6. “Four Minute Warning” from IN RAINBOWS CD2: I think this track may have been the one Ed referred to as “Bombers” during the KID A sessions. Can’t be sure, but nevertheless, it’s one of the best songs the band has recorded period. It might have closed out IN RAINBOWS just as easily as “Videotape”, the white-noise fade-in evoking a cinematic landscape of bravenewworld devastation. Coming from the same subconscious goldmine that gave us “Pyramid Song”, the lyrics and music working together to evoke a similar slow-motion waking dream. Proof positive that Radiohead needs to record an album of piano-based ballads.
5. “Maquiladora” from HIGH AND DRY SINGLES:  Taking second place only to “Just” as the most in-your-face brit rock track in the band’s repertoire, “Maquiladora” is another b-side that “might have been a hit” for the band during THE BENDS era. With Jonny G.’s incendiary lead and the explosive refrain “Oh – BAY – BAH – BURN!!!!!”, this is the sort of track that the band should still be rolling out as an encore every once in a while. Also priceless – the clean cut breakdown (aka the pretty part) between the episodes of thundering heaviness. Simply brilliant all around.
4. “A Reminder” from PARANOID ANDROID SINGLES: Once considered as the lead-off single for OK COMPUTER, this one didn’t make it onto the album proper, but still stands as one of the strongest examples of the band’s aesthetic at that time. Slowly building around a locomotive drive, it’s an obtuse little love song, evocative of a train trek across the sub-continent of Europe in the prime of one’s youth (this is helped by the actual sounds of a Czech rail station opening the song). Like Richard Linklater’s BEFORE SUNRISE, the song’s narrative revolves around two people, the speaker and the addressee. Highly personal and minimally detailed, it nevertheless expresses a deep romanticism that the band hasn’t quite achieved since.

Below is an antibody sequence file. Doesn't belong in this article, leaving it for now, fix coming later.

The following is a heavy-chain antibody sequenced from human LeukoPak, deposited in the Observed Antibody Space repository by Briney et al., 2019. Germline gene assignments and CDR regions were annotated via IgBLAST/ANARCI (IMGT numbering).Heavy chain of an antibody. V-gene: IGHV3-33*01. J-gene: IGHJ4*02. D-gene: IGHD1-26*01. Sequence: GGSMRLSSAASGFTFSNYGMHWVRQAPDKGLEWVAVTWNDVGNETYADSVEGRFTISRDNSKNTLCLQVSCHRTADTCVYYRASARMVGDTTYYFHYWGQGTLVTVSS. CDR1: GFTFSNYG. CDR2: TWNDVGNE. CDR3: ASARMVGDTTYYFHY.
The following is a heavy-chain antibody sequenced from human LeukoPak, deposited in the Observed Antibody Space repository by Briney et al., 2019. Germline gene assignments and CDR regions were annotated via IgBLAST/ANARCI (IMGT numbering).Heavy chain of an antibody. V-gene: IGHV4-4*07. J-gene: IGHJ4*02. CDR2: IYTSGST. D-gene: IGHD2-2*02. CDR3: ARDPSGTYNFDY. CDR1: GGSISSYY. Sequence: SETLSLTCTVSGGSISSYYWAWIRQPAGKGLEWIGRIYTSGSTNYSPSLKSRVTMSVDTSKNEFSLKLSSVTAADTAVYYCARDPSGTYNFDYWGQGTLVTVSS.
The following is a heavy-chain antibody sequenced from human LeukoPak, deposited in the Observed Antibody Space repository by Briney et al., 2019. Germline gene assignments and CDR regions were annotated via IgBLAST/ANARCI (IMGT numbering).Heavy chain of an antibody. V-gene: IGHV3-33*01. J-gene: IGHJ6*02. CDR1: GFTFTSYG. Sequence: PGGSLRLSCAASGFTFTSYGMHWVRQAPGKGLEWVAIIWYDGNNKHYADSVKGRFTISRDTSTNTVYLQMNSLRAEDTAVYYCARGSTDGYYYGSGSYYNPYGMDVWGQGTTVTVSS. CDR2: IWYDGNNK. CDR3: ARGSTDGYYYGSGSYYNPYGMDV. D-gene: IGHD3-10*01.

Radiohead_Nude6. “Four Minute Warning” from the NUDE singles: I think this track may have been the one Ed referred to as “Bombers” during the KID A sessions. Can’t be sure, but nevertheless, it’s one of the best songs the band has recorded period. It might have closed out IN RAINBOWS just as easily as “Videotape”, the white-noise fade-in evoking a cinematic landscape of bravenewworld devastation. Coming from the same subconscious goldmine that gave us “Pyramid Song”, the lyrics and music work together to evoke a similar slow-motion waking dream. Proof positive that Radiohead needs to record an album of piano-based ballads.

High_and_Dry_Planet_Telex_CD15. “Maquiladora” from the HIGH AND DRY singles:  Taking second place only to “Just” as the most in-your-face brit rock track in the band’s repertoire, “Maquiladora” is another b-side that “might have been a hit” for the band during THE BENDS era. With Jonny G.’s incendiary lead and the explosive refrain “Oh – BAY – BAH – BURN!!!!!”, this is the sort of track that the band should still be rolling out as an encore every once in a while. Also priceless – the clean cut breakdown (aka the pretty part) between the episodes of thundering heaviness. Simply brilliant all around.

Paranoid_Android_CD14. “A Reminder” from the PARANOID ANDROID singles: Once considered as the lead-off single for OK COMPUTER, this one didn’t make it onto the album proper, but still stands as one of the strongest examples of the band’s aesthetic at that time. Slowly building around a locomotive drive, it’s an obtuse little love song, evocative of a train trek across the sub-continent of Europe in the prime of one’s youth (this is helped by the actual sounds of a Czech rail station opening the song). Vaguely recalling Richard Linklater’s film BEFORE SUNRISE, the song’s narrative revolves around the hopes and fears of two young people intimately connected for a moment in time. Highly personal and minimally detailed, it nevertheless expresses a deep romanticism that the band hasn’t quite achieved since.

Radiohead: Top 12 Non-Album Tracks, 12-10

12. “Palo Alto” from AIRBAG/HOW AM I DRIVING? EP: Originally titled “OK Computer”, this track might have birthed the creative concepts behind the homonymous album. Encapsulating many of the same themes, it immediately evokes the false pleasantries of THE TRUMAN SHOW as Yorke greets the listener “I’m OK/How are you/Thanks for asking/Thanks for asking.” Still, underneath it all is Yorke’s old nemesis, the omnipresent fridge buzz. “In the city of the future/It is difficult to concentrate.” It also shines as one of the most chipper mid-tempo rockers in the band’s repertoire, effecting a Beatles-esque glee through Jonny’s noodly leads. Simultaneously a chunky guitar fest and an effects-laden dreamscape, it evokes the best of The Bends AND OK Computer in one little track. Muy bueno.